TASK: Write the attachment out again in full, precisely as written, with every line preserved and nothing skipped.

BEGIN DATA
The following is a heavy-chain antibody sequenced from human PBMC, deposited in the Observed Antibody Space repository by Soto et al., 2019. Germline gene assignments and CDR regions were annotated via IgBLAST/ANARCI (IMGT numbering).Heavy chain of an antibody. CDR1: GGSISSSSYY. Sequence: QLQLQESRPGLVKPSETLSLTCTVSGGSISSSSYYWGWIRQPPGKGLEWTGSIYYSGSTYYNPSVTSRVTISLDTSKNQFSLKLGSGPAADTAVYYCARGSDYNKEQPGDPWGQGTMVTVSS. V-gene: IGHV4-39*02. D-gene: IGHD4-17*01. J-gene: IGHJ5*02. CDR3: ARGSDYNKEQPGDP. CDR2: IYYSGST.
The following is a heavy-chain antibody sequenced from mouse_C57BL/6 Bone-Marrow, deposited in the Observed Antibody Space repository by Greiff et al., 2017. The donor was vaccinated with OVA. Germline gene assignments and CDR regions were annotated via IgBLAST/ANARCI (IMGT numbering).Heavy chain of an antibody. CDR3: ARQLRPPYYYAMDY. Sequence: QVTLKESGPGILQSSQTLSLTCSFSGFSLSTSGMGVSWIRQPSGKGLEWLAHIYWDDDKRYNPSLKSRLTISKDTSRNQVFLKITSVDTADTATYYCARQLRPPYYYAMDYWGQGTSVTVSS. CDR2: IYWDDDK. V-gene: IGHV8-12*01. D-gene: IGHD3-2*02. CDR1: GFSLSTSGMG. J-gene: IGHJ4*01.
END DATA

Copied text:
The following is a heavy-chain antibody sequenced from human PBMC, deposited in the Observed Antibody Space repository by Soto et al., 2019. Germline gene assignments and CDR regions were annotated via IgBLAST/ANARCI (IMGT numbering).Heavy chain of an antibody. CDR1: GGSISSSSYY. Sequence: QLQLQESRPGLVKPSETLSLTCTVSGGSISSSSYYWGWIRQPPGKGLEWTGSIYYSGSTYYNPSVTSRVTISLDTSKNQFSLKLGSGPAADTAVYYCARGSDYNKEQPGDPWGQGTMVTVSS. V-gene: IGHV4-39*02. D-gene: IGHD4-17*01. J-gene: IGHJ5*02. CDR3: ARGSDYNKEQPGDP. CDR2: IYYSGST.
The following is a heavy-chain antibody sequenced from mouse_C57BL/6 Bone-Marrow, deposited in the Observed Antibody Space repository by Greiff et al., 2017. The donor was vaccinated with OVA. Germline gene assignments and CDR regions were annotated via IgBLAST/ANARCI (IMGT numbering).Heavy chain of an antibody. CDR3: ARQLRPPYYYAMDY. Sequence: QVTLKESGPGILQSSQTLSLTCSFSGFSLSTSGMGVSWIRQPSGKGLEWLAHIYWDDDKRYNPSLKSRLTISKDTSRNQVFLKITSVDTADTATYYCARQLRPPYYYAMDYWGQGTSVTVSS. CDR2: IYWDDDK. V-gene: IGHV8-12*01. D-gene: IGHD3-2*02. CDR1: GFSLSTSGMG. J-gene: IGHJ4*01.